Apple have announced the next version of OS X, to be named ‘Lion’. This version of the operating system continues the trend of being named after big cats, following on from OS X Snow Leopard. There will be many improvements, and changes in Lion, notably a transition towards a more iOS-style user interface. Whilst the changes announced and demoed are fairly subtle, this has sent ripples of concern around so-called Apple enthusiasts, some of whom are claiming that the end of the Mac, as we know it, is coming!
So here’s the thing: Apple have become pretty successful in recent years (let’s say the last 5 – 10, for argument’s sake.) It all started with the first iPod in 2001, with a 5GB hard drive touting “1,000 songs in your pocket”. Now this was amazing at the time. Sure, there were other MP3 players around, but none tied so tightly into the iTunes eco-system (which had been announced at the beginning of 2001), letting us mere mortals download songs and albums, and easily sync them to a portable player. Anyway, I won’t bore you with a complete history of Apple (as much as I’d like to!). The iPod followed a natural product-line progression, spawning multiple versions, sizes, and so on as it evolved. Apple then went on to release the iPhone in mid 2007—a touch-screen smart phone which was an instant hit, mainly due to an incredible operating system that made the device absurdly easy to use. When the first iPhone was released, it was competing with the likes of Nokia and Blackberry, who were taken completely by surprise at Apple’s new phone. Its ease of use, was unparalleled in the industry, and so Apple proved that it could make handheld devices just as good as its computers.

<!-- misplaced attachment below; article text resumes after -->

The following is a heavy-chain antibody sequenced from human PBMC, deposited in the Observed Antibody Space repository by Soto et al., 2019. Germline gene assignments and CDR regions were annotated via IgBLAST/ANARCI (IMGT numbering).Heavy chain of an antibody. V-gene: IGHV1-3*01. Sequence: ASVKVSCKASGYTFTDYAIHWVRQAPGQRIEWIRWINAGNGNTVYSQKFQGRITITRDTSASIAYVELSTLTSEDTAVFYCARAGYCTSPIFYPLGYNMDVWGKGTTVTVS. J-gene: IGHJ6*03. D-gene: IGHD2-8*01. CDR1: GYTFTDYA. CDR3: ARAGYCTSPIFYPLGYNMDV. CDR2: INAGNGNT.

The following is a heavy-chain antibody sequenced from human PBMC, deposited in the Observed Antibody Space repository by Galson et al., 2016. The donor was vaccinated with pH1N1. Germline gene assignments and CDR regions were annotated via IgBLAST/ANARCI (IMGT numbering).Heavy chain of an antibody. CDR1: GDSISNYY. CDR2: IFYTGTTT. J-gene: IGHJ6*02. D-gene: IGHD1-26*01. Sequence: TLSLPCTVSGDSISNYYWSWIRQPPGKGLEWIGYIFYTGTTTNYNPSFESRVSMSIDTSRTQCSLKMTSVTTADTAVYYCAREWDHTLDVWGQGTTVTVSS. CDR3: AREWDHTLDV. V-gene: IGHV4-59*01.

All of the success, of course, was down to the operating system: beautifully designed menus, buttons, and icons—not to mention the method of interaction with the system. Multitouch, enabling users to make use of innovative gestures, such as ‘pinch to zoom’ (a gesture which has become fairly synonymous with the iOS operating system now, in fact Apple even has a limited patent on the gesture) I mean, the hardware was pretty impressive too, but nothing that other competitors couldn’t do if they had chosen to. No, the success of the iPhone was due to the operating system. So, the iOS operating system progressed with yearly updates, to the refined and optimised system it is today (iOS 4.2.3). It’s no surprise then, that when Apple came to update the operating system for the Mac, they would ‘borrow’ some of the best features of the incredibly popular iOS system.
Let me explain why this can only be a good thing.
The more users a system has, the more feedback, errors, and complaints will be generated. By making the two operating systems more alike, Apple is able to make both systems better at the same time. Users are worried that the typical file-explorer, window-based operating system they are used to on the Mac will disappear—and yes, it might—but that’s not necessarily a bad thing. Systems move on, and methods of working and workflow also need to move on. I think the thing people are most worried about is that the advanced functionality available today on computers, will be limited. as with the iOS operating system. That’s never going to happen. Apple still need Macs for the millions of developers to write apps for the iOS App Store, and the new Mac App Store. Yes, Apple are introducing some more iOS-style features (the Mac App Store is a prime example), but they’re not getting rid of the Mac.
So I guess that’s my first rant over. It was just bottled up inside of me, and I had to share my opinions on the matter. I may be completely wrong, but honestly, if Apple were to ‘lock-down’ the Mac, iOS Style, how would they have any Apps for the iOS devices in the first place? Computers are changing, new methods of interaction are appearing (Microsoft Kinect, MultiTouch, etc.) and the operating systems need to evolve alongside them. So please, embrace the change, don’t worry about it!